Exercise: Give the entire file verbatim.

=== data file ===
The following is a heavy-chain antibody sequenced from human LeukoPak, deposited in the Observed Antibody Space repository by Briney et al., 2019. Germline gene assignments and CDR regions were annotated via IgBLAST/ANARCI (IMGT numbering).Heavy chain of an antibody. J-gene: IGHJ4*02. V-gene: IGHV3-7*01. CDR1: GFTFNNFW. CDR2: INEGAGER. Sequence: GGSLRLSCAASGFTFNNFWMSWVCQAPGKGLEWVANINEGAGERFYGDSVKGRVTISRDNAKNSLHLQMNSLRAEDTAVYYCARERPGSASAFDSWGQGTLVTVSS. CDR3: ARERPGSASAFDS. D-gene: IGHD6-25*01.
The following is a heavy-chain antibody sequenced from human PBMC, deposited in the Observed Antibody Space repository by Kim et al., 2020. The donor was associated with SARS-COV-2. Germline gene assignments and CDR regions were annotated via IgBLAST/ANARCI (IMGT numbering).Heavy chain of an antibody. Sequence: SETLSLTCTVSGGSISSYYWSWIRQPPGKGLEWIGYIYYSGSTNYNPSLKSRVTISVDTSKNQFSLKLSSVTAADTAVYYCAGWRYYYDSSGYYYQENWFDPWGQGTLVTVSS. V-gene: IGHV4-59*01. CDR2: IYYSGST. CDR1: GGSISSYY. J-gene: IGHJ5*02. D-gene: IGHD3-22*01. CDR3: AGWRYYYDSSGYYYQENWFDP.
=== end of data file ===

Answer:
The following is a heavy-chain antibody sequenced from human LeukoPak, deposited in the Observed Antibody Space repository by Briney et al., 2019. Germline gene assignments and CDR regions were annotated via IgBLAST/ANARCI (IMGT numbering).Heavy chain of an antibody. J-gene: IGHJ4*02. V-gene: IGHV3-7*01. CDR1: GFTFNNFW. CDR2: INEGAGER. Sequence: GGSLRLSCAASGFTFNNFWMSWVCQAPGKGLEWVANINEGAGERFYGDSVKGRVTISRDNAKNSLHLQMNSLRAEDTAVYYCARERPGSASAFDSWGQGTLVTVSS. CDR3: ARERPGSASAFDS. D-gene: IGHD6-25*01.
The following is a heavy-chain antibody sequenced from human PBMC, deposited in the Observed Antibody Space repository by Kim et al., 2020. The donor was associated with SARS-COV-2. Germline gene assignments and CDR regions were annotated via IgBLAST/ANARCI (IMGT numbering).Heavy chain of an antibody. Sequence: SETLSLTCTVSGGSISSYYWSWIRQPPGKGLEWIGYIYYSGSTNYNPSLKSRVTISVDTSKNQFSLKLSSVTAADTAVYYCAGWRYYYDSSGYYYQENWFDPWGQGTLVTVSS. V-gene: IGHV4-59*01. CDR2: IYYSGST. CDR1: GGSISSYY. J-gene: IGHJ5*02. D-gene: IGHD3-22*01. CDR3: AGWRYYYDSSGYYYQENWFDP.